MLK Day: How close are we to the Mountaintop?

Montreal first in Canada to formally recognize King’s contribution to society. King’s contribution to society.

Come January 20, the third Monday of the month, Martin Luther King Day will be celebrated in both Canada and America.
Every year, along with our American neighbours, we go through the ritual of honoring the clergyman, secular civil rights leader and martyr. Along with the celebration come frequent recitations of his stirring “I Have A Dream” speech delivered at the Lincoln memorial on August 28, 1963, during the March On Washington for Jobs and Freedom, and his final speech “I have Been to the Mountaintop,” delivered on April 3, 1968, at the Mason Temple in Memphis, Tennessee. The following day King was fatally shot at the Lorraine Motel in Memphis, Tennessee.
Before the executioner’s bullet cut through the Memphis air and claimed his life on April 4, 1968, Martin Luther King was leading the modern civil rights movement, opposing war and championing forgiveness. In the weeks prior to his death, MLK said that he would like to be known as a drum major for peace and justice. He fervently strove to ensure that America lived up to the poetic promise outlined in her Declaration of Independence: “We hold these truths to be self-evident, that all men are created equal…”
The work undertaken by Dr. King had major influences for the defense of minority rights not only in the U.S., but also in Canada and around the world. Even Montreal’s Mayor Valérie Plante praised King’s “contribution to the pursuit of an egalitarian society that is free of racial discrimination….”
On September 8, 2019, a celebration was held in Cote-des-Neiges as the borough unveiled the new Martin Luther King Park, formerly called Kent Park.
In a French news release, Mayor Valerie Plante said, “Montreal will become one of the first Canadian cities to formally recognize Martin Luther King Jr.’s contributions to the equality of a society that is free from racial discrimination,” said Mayor Plante.,42657625&_dad=portal&_schema.
It is obvious that we have become more interested in idolizing Dr. King than applying the principles for which he died to contemporary Canadian life. We have a knack for celebrating the hero’s past deeds instead of examining how they apply, or might apply, to us. I believe that the Black community has become very celebratory when it comes to Civil Rights. It is almost as if we are saying if we have a park named in his honour and we acknowledge his birthday, then clearly we have eliminated racial bias. I personally think that is part of the reason why so much work still needs to be done. Instead of his birthday symbolizing some great success, we should see in his birthday a great challenge.
The truth be told, there appears to be no accountability in ensuring that the dreams of MLK do not morph into screams or nightmares. In a newspaper article on October 7, 2019 the Mayor of Montreal, who spearheaded the park change and formerly avowed her recognition of the struggle for equality faced by MLK, openly stated her shock and awe that organizational bias and racism existed within the Montreal Police Force.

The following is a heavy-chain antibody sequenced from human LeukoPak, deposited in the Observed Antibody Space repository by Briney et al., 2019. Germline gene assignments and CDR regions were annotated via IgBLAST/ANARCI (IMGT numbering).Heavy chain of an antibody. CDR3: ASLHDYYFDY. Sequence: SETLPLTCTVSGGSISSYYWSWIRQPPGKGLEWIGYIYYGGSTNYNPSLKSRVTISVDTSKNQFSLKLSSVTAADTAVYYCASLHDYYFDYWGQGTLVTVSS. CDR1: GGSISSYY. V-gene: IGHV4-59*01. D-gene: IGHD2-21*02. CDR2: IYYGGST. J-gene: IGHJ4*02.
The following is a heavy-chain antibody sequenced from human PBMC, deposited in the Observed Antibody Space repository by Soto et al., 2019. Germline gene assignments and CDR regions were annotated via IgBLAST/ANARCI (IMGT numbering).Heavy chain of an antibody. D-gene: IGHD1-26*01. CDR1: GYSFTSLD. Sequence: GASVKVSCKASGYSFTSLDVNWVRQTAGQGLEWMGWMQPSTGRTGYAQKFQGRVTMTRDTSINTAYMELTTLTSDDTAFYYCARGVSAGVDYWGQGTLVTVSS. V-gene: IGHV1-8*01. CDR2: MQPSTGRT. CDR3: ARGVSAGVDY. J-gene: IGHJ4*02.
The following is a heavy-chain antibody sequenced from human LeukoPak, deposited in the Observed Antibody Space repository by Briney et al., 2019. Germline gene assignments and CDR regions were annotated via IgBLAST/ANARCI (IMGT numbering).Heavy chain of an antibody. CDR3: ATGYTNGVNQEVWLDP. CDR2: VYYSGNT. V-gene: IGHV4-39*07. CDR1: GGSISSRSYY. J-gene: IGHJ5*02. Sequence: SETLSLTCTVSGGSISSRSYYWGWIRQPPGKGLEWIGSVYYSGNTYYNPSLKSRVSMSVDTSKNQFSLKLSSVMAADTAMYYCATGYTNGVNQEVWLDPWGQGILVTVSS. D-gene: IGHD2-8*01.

According to Dr. King, “Shallow understanding by people of goodwill is more frustrating than absolute misunderstanding by people of ill will.” Additionally, the mayor heads a city council much less diverse than the city it serves at the pleasure of — a council that is 90% white, serving a city where 40% are not.
Into clearer focus comes the fact that she campaigned on a promise to make her administration representative of Montreal’s diversity. After the election, she was criticized for naming an executive committee that had no visible minorities.
Displayed disappointment at a roundtable on systemic racism held by the Plante Administration motivated Balarama Holness, a former Projet Montreal candidate, and aspiring lawyer to spearhead a petition that amassed 20,000 signatures—serving to further compel the public consultation office to hold new hearings on racism.
Holness further recommended ways in which the Mayoral administration could help break down barriers between white and non-white Montrealers, through extension of afterschool extracurricular programs and ensuring that boroughs with a larger population of colour, are the recipients of equal funding to the city’s whiter boroughs.
Dr. King still walked among us, (old though he may be) what progress would he see? Would he be surprised that his dreams had not been realized?
Would he need to preach or teach in order for us his message to reach?
On the issue of civil rights, Dr. King singlehandedly moved the needle on the civil rights movement. Has the needle moved further on, or has it been forgotten now that he is gone?
Of one thing I am certain that were he alive today, he would see the imprint of his life’s work all around him, for every time that we protest or complain regarding social justice, we are calling on the civil rights movement. However, I think that he might also be somewhat frustrated by people who think that racism and discrimination have ended.
As regards the park, his message today I am sure would be something like: In my name a symbol of leisure is truly a pleasure, but we still have far to go, and must never stop until we reach the mountaintop.
Forget about singing my praises. By being on the frontlines of social change, you would be honoring me for all to see.